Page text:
After surgery we observed the patient for 9 months. During this period her left (corrected) VA deteriorated to 0.2 and her left visual field showed progression of her scotomas. This prompted us to treat her with fractionated SRT in March 2001. The radiation, delivered with a 6 MV linear accelerator (Varian), was given 5 days a week at 1.8 Gy per fraction, with a cumulative dose of 54 Gy. Treatment planning was based on orbital MRI matched with CT scans. A non-invasive stereotactic frame was fixed with an external coordinate system (one isocentre). Target and surrounding tissues at risk were defined as volume of interest on contrast media enhanced T1 weighted MRIs and transferred to CT by the stereotactic localisation technique using a three dimensional planning system (X Plan, Radionics). Portals were optimised using a beam’s eye view technique. Five irregularly shaped non-coplanar beams (arcs) per treatment were used. Beam shaping was done with a mini-multileaf collimator (Radionics). No early complications of the radiation treatment were noted. At 6 months after SRT, the (corrected) VA of her left eye had recovered to 0.8, while no RAPD was observed.
Her periocular swelling had markedly diminished (Fig 1, top right). Compared to previous measurements, the protrusion of the left eye had diminished by 4 mm. Funduscopy, however, showed mild pallor of the left optic nerve head. Visual field testing showed unchanged loss of the left visual field compared to pretreatment values, with a higher foveal threshold. VEP measurements showed improved amplitudes, but prolonged latency compared to previous examination. Orthoptic examination showed ductions similar to those before treatment. Post-treatment MRI revealed a markedly decreased tumour size and a decrease of exophthalmos (Fig 1, bottom right). Colour Doppler ultrasonography showed a decrease in tumour size with markedly diminished vascularisation (Fig 2, top right). At the last follow up visit, 16 months after treatment, her left VA and visual fields were stable.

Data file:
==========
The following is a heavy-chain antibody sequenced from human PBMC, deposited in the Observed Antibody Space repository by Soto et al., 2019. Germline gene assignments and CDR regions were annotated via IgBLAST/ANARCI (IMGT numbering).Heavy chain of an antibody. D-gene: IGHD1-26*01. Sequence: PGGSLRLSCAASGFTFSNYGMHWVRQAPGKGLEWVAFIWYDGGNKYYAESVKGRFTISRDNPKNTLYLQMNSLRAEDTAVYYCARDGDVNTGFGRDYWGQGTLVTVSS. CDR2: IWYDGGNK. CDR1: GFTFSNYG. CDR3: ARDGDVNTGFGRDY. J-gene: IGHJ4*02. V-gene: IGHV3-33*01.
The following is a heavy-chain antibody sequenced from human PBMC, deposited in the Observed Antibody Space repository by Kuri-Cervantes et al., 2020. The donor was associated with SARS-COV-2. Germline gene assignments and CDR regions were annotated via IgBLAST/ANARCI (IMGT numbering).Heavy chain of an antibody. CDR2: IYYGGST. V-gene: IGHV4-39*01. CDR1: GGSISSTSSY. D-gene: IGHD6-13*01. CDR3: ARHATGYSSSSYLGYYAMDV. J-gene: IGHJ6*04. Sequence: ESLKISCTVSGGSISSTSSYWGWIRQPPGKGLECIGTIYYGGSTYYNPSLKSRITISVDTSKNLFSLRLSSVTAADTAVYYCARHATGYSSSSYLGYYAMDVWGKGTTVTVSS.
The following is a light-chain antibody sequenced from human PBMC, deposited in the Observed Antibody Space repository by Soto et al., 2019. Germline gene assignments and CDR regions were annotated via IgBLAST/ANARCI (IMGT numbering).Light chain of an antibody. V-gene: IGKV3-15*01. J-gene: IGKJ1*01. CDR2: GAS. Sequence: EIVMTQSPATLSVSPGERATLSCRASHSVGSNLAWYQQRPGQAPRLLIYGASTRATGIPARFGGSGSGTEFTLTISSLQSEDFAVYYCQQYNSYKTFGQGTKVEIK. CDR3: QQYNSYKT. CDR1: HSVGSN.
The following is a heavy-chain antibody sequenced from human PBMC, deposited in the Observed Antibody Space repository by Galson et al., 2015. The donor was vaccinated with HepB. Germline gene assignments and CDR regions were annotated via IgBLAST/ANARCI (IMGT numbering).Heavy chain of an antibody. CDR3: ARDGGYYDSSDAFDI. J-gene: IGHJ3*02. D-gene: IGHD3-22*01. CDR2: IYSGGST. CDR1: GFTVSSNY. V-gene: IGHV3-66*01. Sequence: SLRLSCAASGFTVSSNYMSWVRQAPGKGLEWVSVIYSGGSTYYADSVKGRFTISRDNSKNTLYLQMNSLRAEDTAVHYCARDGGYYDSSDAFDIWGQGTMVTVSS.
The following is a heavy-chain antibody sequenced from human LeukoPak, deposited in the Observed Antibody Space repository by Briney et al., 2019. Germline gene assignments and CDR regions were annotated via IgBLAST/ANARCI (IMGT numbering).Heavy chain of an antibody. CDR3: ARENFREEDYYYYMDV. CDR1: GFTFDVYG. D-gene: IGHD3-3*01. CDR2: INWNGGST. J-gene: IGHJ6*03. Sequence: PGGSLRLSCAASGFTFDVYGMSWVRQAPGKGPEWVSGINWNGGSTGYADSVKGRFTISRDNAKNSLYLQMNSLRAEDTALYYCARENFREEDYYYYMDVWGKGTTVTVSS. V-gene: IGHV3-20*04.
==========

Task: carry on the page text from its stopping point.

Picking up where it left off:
As in the recent report on a presumed ONSM by Moyer et al,5 fractionated SRT in our biopsy proved case gave a remarkable visual recovery without detectable side effects. Both the size and the blood flow of the tumour regressed within the first 6 months, leading to reduced exophthalmos and periocular swelling. The effect of restored cosmesis was important to this young woman whose main complaint was her unilateral exophthalmos.
Since our follow up is limited to 16 months, no conclusions with regard to long term outcome can be made. More cases of SRT for ONSM need to be studied over a longer period of time to assess the efficacy of this treatment.
This study was presented in part at the 196th Annual Meeting of the Dutch Society of Ophthalmologists, Groningen, the Netherlands, March 2002. The SWOO foundation is kindly acknowledged for financial support.